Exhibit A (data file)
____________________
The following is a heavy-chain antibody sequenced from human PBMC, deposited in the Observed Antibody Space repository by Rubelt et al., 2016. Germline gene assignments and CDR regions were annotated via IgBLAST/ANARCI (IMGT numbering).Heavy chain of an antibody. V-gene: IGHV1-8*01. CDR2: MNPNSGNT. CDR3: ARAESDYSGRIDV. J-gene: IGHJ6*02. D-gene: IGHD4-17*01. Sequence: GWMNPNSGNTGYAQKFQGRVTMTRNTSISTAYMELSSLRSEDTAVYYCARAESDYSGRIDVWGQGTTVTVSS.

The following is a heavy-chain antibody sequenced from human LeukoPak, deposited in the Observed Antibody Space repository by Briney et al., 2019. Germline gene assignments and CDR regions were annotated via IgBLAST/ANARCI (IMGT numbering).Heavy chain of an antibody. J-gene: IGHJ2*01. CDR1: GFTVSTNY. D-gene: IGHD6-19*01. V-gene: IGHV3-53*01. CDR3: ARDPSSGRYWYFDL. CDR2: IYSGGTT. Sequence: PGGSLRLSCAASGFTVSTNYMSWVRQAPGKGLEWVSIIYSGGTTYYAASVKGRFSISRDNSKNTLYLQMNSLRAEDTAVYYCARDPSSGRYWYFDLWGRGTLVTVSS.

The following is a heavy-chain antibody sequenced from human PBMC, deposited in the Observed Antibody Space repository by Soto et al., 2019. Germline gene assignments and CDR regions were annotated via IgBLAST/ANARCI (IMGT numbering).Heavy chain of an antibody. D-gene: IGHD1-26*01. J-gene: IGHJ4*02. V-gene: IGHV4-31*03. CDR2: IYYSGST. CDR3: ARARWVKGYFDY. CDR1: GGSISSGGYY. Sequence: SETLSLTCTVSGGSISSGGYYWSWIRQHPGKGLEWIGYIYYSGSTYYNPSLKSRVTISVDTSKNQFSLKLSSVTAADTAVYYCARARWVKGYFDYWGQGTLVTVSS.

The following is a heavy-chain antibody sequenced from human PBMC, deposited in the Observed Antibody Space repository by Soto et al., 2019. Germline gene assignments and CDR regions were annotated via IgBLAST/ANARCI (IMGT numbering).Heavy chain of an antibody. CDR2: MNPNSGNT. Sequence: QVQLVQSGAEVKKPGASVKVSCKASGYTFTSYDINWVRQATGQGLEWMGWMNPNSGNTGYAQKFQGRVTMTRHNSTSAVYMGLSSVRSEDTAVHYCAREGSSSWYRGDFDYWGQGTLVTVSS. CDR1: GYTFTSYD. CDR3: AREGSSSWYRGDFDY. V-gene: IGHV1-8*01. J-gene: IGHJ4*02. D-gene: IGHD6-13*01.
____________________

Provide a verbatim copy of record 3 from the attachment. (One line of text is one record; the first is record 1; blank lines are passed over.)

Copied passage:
The following is a heavy-chain antibody sequenced from human PBMC, deposited in the Observed Antibody Space repository by Soto et al., 2019. Germline gene assignments and CDR regions were annotated via IgBLAST/ANARCI (IMGT numbering).Heavy chain of an antibody. D-gene: IGHD1-26*01. J-gene: IGHJ4*02. V-gene: IGHV4-31*03. CDR2: IYYSGST. CDR3: ARARWVKGYFDY. CDR1: GGSISSGGYY. Sequence: SETLSLTCTVSGGSISSGGYYWSWIRQHPGKGLEWIGYIYYSGSTYYNPSLKSRVTISVDTSKNQFSLKLSSVTAADTAVYYCARARWVKGYFDYWGQGTLVTVSS.